# AP Physics B Syllabus 2013 2014 Mrs. Kelly Burke About the AP Physics B Course:

Mechanics

Oct 24, 2013 (4 years and 6 months ago)

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AP Physics B

Syllabus 20
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Mrs. Kelly Burke

About the AP Physics B Course:

This course is Algebra
-
based and takes place 5 days per week for 55 minutes each day for the entire school
year. The topics presented during the course closely follow those delineated by The College Board. This course
mirrors an introductory level universi
ty physics course. The goal of the course is for students to master the
concepts and principles of physics from two approaches: mastery of concepts and proficient use of formulae to
solve problems. Hands
-
on, inquiry base investigations will also be include
d to discover principles and
strengthen understanding.

Text:
College Physics: A strategic Approach 2
nd

Edition

Cost
to replace lost/damaged textbook: \$115.00

5 Steps to a 5 in AP Physic
s (Recommended)

The Princeto
n Review:
Cracking the AP Physics

Exam
, 2005
-
2006.

Outline of Topics

I. Mechanics

(Semester 1)

A.
One Dimensional Kinematics (3 weeks)

B. Vectors &
Two
-
Dimensional

Motion (2 weeks)

C
. Newton’s Laws of Motion

(3 weeks)

D
. Work, Energy, and Power

(2 weeks)

E
.
Momentum and Collisions (2 weeks)

F. Circular Motion, Rotation, and Gravity (1 week)

G. Oscillations (1 week)

II. Fluid mechanics and Thermal Physics

(
Semester 1
)

A.

Fluid Mechanics

(
2

weeks)

B.

First Law of Thermodynamics (2 weeks)

III.
Electricity and Magnetism

(
Semester 2
)

A. Electrostatics

(2 weeks)

B.
Electric Circuits (1 week
)

C
. Magnetic Fields

(
2

weeks)

IV. Waves and Optics

(
Semester 2
)

A. Wave Motion
, Sound (.5 week)

B.

Geometric Optics (2 weeks)

C
.
Physical Optics (2 weeks)

D
. Interference

/ Diffraction (1.5 weeks)

V. Atomic and Nuclear Physics

(
Semester 2
)

A. Atomic Physics and Quantum Effects

(1 week)

B. Nuclear Physics

(2 weeks)

Teaching Philosophy:

Students should be assessed and graded in several different ways

The class should have clear objectives, procedures and evaluations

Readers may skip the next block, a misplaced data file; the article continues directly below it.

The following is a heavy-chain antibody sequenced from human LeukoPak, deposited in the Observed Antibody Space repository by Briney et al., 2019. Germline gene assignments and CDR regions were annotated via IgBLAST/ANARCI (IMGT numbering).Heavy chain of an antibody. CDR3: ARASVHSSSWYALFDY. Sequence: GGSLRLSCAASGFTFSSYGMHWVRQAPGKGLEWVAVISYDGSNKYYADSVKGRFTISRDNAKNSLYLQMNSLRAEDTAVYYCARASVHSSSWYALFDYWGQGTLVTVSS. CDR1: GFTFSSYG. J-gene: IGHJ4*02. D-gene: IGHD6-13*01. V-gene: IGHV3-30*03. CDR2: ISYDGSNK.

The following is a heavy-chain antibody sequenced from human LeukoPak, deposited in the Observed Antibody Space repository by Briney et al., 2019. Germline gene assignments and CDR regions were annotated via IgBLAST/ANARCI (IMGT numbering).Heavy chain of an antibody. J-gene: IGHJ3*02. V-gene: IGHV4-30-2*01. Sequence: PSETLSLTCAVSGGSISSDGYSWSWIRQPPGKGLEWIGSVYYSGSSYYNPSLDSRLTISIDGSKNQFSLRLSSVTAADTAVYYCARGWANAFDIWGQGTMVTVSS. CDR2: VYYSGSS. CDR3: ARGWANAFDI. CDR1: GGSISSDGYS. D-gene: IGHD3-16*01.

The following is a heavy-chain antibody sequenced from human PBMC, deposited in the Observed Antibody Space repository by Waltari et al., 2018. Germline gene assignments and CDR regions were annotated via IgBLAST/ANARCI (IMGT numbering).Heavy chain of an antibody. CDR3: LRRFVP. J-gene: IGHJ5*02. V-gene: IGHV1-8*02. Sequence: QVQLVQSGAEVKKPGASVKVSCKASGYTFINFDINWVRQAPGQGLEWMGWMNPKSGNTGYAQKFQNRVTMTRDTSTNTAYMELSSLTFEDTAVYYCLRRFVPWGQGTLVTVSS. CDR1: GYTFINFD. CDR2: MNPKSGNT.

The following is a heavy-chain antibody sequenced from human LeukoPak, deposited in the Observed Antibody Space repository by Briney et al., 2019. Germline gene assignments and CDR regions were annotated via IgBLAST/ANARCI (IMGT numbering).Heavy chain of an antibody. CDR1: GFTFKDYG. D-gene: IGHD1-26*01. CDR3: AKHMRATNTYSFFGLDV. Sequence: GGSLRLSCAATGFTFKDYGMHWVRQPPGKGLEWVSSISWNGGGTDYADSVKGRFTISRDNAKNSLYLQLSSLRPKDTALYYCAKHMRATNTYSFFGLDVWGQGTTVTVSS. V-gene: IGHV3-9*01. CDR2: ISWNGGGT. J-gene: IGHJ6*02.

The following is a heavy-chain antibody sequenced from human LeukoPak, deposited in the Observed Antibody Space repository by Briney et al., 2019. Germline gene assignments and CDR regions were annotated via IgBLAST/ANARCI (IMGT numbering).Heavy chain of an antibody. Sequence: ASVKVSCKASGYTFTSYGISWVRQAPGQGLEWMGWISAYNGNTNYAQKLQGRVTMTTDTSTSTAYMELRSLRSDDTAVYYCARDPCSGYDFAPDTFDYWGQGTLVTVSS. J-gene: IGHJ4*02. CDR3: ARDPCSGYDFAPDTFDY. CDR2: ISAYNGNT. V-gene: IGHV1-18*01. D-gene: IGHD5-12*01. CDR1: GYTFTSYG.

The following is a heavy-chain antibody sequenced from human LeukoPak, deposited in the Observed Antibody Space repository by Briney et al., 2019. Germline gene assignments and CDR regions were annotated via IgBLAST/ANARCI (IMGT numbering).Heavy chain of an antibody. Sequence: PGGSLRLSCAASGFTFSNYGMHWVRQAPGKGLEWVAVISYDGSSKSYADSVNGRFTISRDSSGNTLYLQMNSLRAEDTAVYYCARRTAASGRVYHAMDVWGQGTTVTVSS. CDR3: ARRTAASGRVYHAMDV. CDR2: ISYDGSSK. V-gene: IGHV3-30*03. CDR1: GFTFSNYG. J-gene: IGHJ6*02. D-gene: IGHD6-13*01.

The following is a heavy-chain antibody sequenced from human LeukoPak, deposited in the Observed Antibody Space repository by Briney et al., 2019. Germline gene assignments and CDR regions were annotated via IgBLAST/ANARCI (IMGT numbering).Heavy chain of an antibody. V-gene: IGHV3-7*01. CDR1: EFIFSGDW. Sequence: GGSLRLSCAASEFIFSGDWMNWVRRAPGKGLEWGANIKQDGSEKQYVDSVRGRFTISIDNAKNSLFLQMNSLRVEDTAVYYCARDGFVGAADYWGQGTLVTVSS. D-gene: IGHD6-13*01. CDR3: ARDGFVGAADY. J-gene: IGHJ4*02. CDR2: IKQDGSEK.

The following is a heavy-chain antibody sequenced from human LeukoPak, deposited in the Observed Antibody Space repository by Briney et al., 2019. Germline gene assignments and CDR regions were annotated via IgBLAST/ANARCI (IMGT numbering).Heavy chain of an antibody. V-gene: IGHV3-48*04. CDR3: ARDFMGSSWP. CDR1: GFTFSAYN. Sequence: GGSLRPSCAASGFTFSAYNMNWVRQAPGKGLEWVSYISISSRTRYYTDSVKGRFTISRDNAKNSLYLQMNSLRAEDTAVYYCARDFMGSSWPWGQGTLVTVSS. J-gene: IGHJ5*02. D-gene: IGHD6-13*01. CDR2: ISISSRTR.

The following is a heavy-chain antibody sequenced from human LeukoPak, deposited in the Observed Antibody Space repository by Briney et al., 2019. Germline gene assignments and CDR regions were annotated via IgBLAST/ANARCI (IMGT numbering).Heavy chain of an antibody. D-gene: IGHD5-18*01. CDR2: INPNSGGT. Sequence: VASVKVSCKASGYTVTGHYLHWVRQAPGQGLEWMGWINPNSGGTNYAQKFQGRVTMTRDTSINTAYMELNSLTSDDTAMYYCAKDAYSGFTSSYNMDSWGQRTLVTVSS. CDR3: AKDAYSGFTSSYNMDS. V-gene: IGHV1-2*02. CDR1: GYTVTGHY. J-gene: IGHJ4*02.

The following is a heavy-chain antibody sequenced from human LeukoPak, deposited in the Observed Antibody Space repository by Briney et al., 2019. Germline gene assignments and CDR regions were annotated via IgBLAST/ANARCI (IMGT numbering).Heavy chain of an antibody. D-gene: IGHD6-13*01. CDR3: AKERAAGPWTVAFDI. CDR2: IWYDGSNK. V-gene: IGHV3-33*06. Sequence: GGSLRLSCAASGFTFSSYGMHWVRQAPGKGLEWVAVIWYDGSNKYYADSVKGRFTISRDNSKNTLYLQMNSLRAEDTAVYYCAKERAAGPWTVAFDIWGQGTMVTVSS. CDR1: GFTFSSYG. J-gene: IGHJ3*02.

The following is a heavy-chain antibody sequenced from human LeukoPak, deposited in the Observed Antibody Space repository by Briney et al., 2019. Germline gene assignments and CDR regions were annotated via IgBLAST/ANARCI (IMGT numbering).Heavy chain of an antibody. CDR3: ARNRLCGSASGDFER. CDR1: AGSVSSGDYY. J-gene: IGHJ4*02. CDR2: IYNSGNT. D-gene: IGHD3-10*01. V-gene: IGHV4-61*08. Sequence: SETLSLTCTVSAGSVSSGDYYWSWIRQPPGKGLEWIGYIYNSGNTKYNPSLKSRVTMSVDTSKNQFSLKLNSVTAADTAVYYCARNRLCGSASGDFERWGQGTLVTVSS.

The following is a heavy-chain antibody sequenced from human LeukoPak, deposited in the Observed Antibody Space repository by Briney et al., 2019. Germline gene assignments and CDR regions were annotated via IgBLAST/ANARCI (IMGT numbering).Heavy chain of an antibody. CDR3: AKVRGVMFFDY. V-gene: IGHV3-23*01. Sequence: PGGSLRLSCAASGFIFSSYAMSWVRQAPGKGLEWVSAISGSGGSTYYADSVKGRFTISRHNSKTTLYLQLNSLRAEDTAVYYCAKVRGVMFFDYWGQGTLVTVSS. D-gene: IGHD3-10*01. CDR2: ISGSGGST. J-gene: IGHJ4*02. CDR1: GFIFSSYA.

The class
should be structured but still allow for flexibility when needed

The students are responsible for giving their best effort and for acting in a way that will help all students
reach a level of success.

The following Category Weights are use
d to calculate a student’s numerical average.

Tests

50%

Quizzes/Free Responses/Labs

20%

Homework

15%

Semester Exam

15%

Within the categories, I also weight various assignments depending on the length and difficulty level.

I am a

and return assignments quickly.

Late Work:

Late homework is not accepted. Class assignments missed due to an absence must be made up
promptly, see Ms Burke to schedule the makeup.

Attendance:

Teacher student interaction is vital to success. If a stude
nt is absent for any reason, it is the students
responsibility to inquire about missed assignments.

Cell Phones:

There are times when students are permitted to access their cell phones for internet research, calculators,
compasses, applets, etc. Students
may not have out/access their cell phones at times other than those designated
by Ms Burke. Discipline referrals will be submitted for this offense.

Cheating and Plagiarism
:

Cheating or plagiarism of any kind is not tolerated. The student that cheats or

plagiarizes will receive a zero f
or
the assignment or test, the

parent/guardian will be contacted, and the student will be referred to their

What I Really Think:

AP Physics B is a brutal course in terms of pace an
d rigor. Many students with an excellent academic history
will initially struggle in the course as they adjust and learn to think critically and develop problem solving
strategies for complex problems. However, this task is doable. Please be patient and un
derstanding with your
child/student, encourage them to form small study groups, to come see me early in the mornings, and/or skype
with classmates in the evenings. With consistent effort, students will succeed and take many valuable academic
skills away wi
th them.

I will tell the students on day one that this course is best tackled with some help. Students need to raise their
hands in class, ask questions, discuss problems with each other at lunch, etc. One analogy: as the AP coach, I
will call the plays for a succe
ssful offense. The students have to practice the plays and then execute on game
day. And if their work and effort has been sufficient, they will win.

In closing, I LOVE teaching and I LOVE physics and I want your students to enjoy this
taking this
class
as
much as I enjoy teaching it.